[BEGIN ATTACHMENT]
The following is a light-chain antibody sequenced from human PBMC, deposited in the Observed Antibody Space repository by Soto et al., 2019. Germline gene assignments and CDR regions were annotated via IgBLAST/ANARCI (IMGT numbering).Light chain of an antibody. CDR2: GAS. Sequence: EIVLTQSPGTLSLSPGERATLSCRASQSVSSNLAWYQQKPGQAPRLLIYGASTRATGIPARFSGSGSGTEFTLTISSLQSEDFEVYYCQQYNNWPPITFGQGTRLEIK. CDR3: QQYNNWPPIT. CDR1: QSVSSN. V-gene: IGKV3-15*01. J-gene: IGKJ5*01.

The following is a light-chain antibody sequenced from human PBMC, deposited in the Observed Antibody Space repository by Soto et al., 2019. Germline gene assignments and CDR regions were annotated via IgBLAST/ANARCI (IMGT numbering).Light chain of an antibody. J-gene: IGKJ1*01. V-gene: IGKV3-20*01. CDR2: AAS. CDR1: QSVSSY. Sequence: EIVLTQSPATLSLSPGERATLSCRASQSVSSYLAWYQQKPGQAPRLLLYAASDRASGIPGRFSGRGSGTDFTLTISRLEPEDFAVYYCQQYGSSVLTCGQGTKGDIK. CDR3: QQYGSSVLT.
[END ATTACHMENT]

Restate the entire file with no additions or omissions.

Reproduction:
The following is a light-chain antibody sequenced from human PBMC, deposited in the Observed Antibody Space repository by Soto et al., 2019. Germline gene assignments and CDR regions were annotated via IgBLAST/ANARCI (IMGT numbering).Light chain of an antibody. CDR2: GAS. Sequence: EIVLTQSPGTLSLSPGERATLSCRASQSVSSNLAWYQQKPGQAPRLLIYGASTRATGIPARFSGSGSGTEFTLTISSLQSEDFEVYYCQQYNNWPPITFGQGTRLEIK. CDR3: QQYNNWPPIT. CDR1: QSVSSN. V-gene: IGKV3-15*01. J-gene: IGKJ5*01.

The following is a light-chain antibody sequenced from human PBMC, deposited in the Observed Antibody Space repository by Soto et al., 2019. Germline gene assignments and CDR regions were annotated via IgBLAST/ANARCI (IMGT numbering).Light chain of an antibody. J-gene: IGKJ1*01. V-gene: IGKV3-20*01. CDR2: AAS. CDR1: QSVSSY. Sequence: EIVLTQSPATLSLSPGERATLSCRASQSVSSYLAWYQQKPGQAPRLLLYAASDRASGIPGRFSGRGSGTDFTLTISRLEPEDFAVYYCQQYGSSVLTCGQGTKGDIK. CDR3: QQYGSSVLT.